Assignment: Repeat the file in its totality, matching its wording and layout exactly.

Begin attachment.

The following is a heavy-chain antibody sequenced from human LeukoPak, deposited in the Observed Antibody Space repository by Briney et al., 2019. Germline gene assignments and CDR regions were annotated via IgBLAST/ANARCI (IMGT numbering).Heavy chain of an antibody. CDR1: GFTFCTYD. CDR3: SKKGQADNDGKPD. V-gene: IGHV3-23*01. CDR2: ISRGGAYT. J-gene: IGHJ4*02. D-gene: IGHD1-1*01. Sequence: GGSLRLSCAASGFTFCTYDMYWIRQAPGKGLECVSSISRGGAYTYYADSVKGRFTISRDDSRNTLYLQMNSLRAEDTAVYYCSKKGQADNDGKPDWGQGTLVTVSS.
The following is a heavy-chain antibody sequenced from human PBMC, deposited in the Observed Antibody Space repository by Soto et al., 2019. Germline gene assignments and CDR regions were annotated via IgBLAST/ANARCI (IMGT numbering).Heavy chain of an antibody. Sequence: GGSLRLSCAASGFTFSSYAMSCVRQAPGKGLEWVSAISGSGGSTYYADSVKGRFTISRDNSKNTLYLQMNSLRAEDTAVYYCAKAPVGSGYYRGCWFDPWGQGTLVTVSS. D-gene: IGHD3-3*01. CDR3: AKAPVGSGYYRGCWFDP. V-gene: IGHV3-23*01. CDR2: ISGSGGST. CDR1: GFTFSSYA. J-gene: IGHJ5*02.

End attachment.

The following is a heavy-chain antibody sequenced from human LeukoPak, deposited in the Observed Antibody Space repository by Briney et al., 2019. Germline gene assignments and CDR regions were annotated via IgBLAST/ANARCI (IMGT numbering).Heavy chain of an antibody. CDR1: GFTFCTYD. CDR3: SKKGQADNDGKPD. V-gene: IGHV3-23*01. CDR2: ISRGGAYT. J-gene: IGHJ4*02. D-gene: IGHD1-1*01. Sequence: GGSLRLSCAASGFTFCTYDMYWIRQAPGKGLECVSSISRGGAYTYYADSVKGRFTISRDDSRNTLYLQMNSLRAEDTAVYYCSKKGQADNDGKPDWGQGTLVTVSS.
The following is a heavy-chain antibody sequenced from human PBMC, deposited in the Observed Antibody Space repository by Soto et al., 2019. Germline gene assignments and CDR regions were annotated via IgBLAST/ANARCI (IMGT numbering).Heavy chain of an antibody. Sequence: GGSLRLSCAASGFTFSSYAMSCVRQAPGKGLEWVSAISGSGGSTYYADSVKGRFTISRDNSKNTLYLQMNSLRAEDTAVYYCAKAPVGSGYYRGCWFDPWGQGTLVTVSS. D-gene: IGHD3-3*01. CDR3: AKAPVGSGYYRGCWFDP. V-gene: IGHV3-23*01. CDR2: ISGSGGST. CDR1: GFTFSSYA. J-gene: IGHJ5*02.